During times of crisis, scammers will use feelings of uncertainty and worry against you. Below are scams that have come up in relation to COVID-19. For more information on fraud, scams, and how to protect yourself, visit our Fraud and Security blog page.
The Federal Trade Commission (FTC) has also set up alerts for consumers. Visit the FTC website to sign up for email updates.
General Scam Tips
- Fact-check information. Scammers, and sometimes well-meaning people, share information that hasn’t been verified. Visit What the U.S. Government is Doing for links to federal, state, and local government agencies.
- Know who you’re buying from. Online sellers may claim to have in-demand products, like cleaning, household, and medical supplies when they don't, or they'll charge much more than legitimate sellers.
- As always, don’t click on links from sources you don’t know. They could download viruses onto your computer and result in personal information being stolen.
- Watch for emails claiming to be from the Centers for Disease Control and Prevention (CDC) or experts saying they have information about the virus. For accurate and up-to-date information about COVID-19, visit the Centers for Disease Control and Prevention (CDC) and the World Health Organization (WHO).
- Do your homework when it comes to donations, whether through charities or crowdfunding sites. Don’t let anyone rush you into making a donation, and refuse to donate in the form of cash, gift cards, or wiring of money.
- Monitor your credit reports. All three nationwide consumer credit reporting companies are offering free weekly credit reports through April 2021. Request these reports at annualcreditreport.com.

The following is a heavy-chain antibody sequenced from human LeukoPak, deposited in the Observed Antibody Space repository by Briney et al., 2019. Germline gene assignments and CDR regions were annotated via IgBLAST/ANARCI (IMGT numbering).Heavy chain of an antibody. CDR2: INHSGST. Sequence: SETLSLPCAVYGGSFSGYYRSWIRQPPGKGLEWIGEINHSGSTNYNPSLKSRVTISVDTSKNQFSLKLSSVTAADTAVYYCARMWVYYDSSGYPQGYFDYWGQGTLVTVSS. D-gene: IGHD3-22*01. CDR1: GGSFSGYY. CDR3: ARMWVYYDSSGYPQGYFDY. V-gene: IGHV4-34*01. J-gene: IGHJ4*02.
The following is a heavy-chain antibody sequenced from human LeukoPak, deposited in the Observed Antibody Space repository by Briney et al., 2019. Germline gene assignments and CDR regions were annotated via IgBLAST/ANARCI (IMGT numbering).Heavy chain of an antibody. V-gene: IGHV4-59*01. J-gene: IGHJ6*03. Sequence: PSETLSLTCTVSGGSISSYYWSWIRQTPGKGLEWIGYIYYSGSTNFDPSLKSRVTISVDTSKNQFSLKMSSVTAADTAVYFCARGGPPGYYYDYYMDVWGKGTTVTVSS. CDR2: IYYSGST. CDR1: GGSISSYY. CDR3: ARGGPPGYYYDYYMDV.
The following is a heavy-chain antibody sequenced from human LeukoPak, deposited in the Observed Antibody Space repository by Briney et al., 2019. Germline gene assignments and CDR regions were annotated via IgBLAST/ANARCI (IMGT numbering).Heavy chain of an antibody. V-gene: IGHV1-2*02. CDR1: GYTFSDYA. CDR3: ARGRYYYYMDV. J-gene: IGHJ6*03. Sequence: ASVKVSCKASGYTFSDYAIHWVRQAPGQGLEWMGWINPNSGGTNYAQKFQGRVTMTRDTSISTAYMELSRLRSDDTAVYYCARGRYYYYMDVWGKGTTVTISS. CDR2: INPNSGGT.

- Read more tips for handling the financial impact of COVID-19.
Government Check Scams
The Internal Revenue Service (IRS) has warned Americans that criminals are likely to take advantage of the coronavirus crisis to target financial information, and urged taxpayers to be on the lookout for malicious calls, texts, emails and social media posts that requested financial or other personal information. These scams could lead to identity theft or tax fraud.
In particular, the IRS has highlighted dangerous phishing emails around coronavirus stimulus checks that the agency directly deposits in bank accounts or mails out, in the past and in the future. The IRS will not call you to verify or collect financial information, nor will they send you unexpected emails on the topic. Anyone asking for information and promising that you'll get a faster payment in return is attempting to scam you.
Read more from the IRS on government stimulus checks.
Scammers are using illegal robocalls to pitch everything from scam treatments to work-at-home schemes. The recording might say that pressing a number will let you speak to a live operator or remove you from their call list, but it may instead lead to more robocalls. Hang up on robocalls and don’t press any numbers.
Scammers Pretending to be the FDIC
Fraudsters know that people trust the FDIC name, so scammers use the FDIC’s name and logo, and even the names of actual employees, in perpetrating fraudulent schemes. Here’s what you need to know to protect yourself against government imposters like these:
- The FDIC does not send unsolicited correspondence asking for money or sensitive personal information, and will never threaten you.
- No government agency will ever demand that you pay by gift card, wiring money, or digital currency.
- The FDIC would never contact you asking for personal details, such as bank account information, credit and debit card numbers, social security numbers, or passwords.
If in doubt, contact the FDIC's Call Center at 1-877-275-3342 Monday - Friday 7:00 a.m. to 7:00 p.m. CST.
For more information, visit the FDIC's website.